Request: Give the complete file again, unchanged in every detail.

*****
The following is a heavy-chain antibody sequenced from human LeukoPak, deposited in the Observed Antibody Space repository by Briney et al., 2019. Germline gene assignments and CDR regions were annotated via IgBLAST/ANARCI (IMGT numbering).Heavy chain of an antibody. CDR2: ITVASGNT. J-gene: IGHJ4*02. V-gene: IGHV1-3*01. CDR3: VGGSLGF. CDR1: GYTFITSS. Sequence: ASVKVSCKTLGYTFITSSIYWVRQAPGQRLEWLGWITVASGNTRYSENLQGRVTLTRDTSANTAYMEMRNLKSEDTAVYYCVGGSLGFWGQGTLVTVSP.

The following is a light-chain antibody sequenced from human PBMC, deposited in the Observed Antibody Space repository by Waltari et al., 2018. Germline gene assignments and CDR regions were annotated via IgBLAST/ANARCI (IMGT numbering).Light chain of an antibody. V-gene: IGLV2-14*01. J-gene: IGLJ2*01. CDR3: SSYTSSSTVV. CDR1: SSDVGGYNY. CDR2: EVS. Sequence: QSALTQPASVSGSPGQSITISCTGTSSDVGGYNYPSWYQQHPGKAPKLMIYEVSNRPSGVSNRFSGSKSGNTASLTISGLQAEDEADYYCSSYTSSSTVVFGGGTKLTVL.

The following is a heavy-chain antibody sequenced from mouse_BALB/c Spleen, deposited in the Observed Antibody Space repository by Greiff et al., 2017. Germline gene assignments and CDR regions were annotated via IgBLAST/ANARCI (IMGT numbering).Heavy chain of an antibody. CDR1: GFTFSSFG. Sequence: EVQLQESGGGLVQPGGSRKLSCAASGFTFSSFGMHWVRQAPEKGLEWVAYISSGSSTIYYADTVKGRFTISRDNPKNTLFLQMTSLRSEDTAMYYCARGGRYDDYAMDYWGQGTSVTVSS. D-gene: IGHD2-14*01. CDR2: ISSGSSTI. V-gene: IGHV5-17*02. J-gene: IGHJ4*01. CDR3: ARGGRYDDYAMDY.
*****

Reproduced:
The following is a heavy-chain antibody sequenced from human LeukoPak, deposited in the Observed Antibody Space repository by Briney et al., 2019. Germline gene assignments and CDR regions were annotated via IgBLAST/ANARCI (IMGT numbering).Heavy chain of an antibody. CDR2: ITVASGNT. J-gene: IGHJ4*02. V-gene: IGHV1-3*01. CDR3: VGGSLGF. CDR1: GYTFITSS. Sequence: ASVKVSCKTLGYTFITSSIYWVRQAPGQRLEWLGWITVASGNTRYSENLQGRVTLTRDTSANTAYMEMRNLKSEDTAVYYCVGGSLGFWGQGTLVTVSP.

The following is a light-chain antibody sequenced from human PBMC, deposited in the Observed Antibody Space repository by Waltari et al., 2018. Germline gene assignments and CDR regions were annotated via IgBLAST/ANARCI (IMGT numbering).Light chain of an antibody. V-gene: IGLV2-14*01. J-gene: IGLJ2*01. CDR3: SSYTSSSTVV. CDR1: SSDVGGYNY. CDR2: EVS. Sequence: QSALTQPASVSGSPGQSITISCTGTSSDVGGYNYPSWYQQHPGKAPKLMIYEVSNRPSGVSNRFSGSKSGNTASLTISGLQAEDEADYYCSSYTSSSTVVFGGGTKLTVL.

The following is a heavy-chain antibody sequenced from mouse_BALB/c Spleen, deposited in the Observed Antibody Space repository by Greiff et al., 2017. Germline gene assignments and CDR regions were annotated via IgBLAST/ANARCI (IMGT numbering).Heavy chain of an antibody. CDR1: GFTFSSFG. Sequence: EVQLQESGGGLVQPGGSRKLSCAASGFTFSSFGMHWVRQAPEKGLEWVAYISSGSSTIYYADTVKGRFTISRDNPKNTLFLQMTSLRSEDTAMYYCARGGRYDDYAMDYWGQGTSVTVSS. D-gene: IGHD2-14*01. CDR2: ISSGSSTI. V-gene: IGHV5-17*02. J-gene: IGHJ4*01. CDR3: ARGGRYDDYAMDY.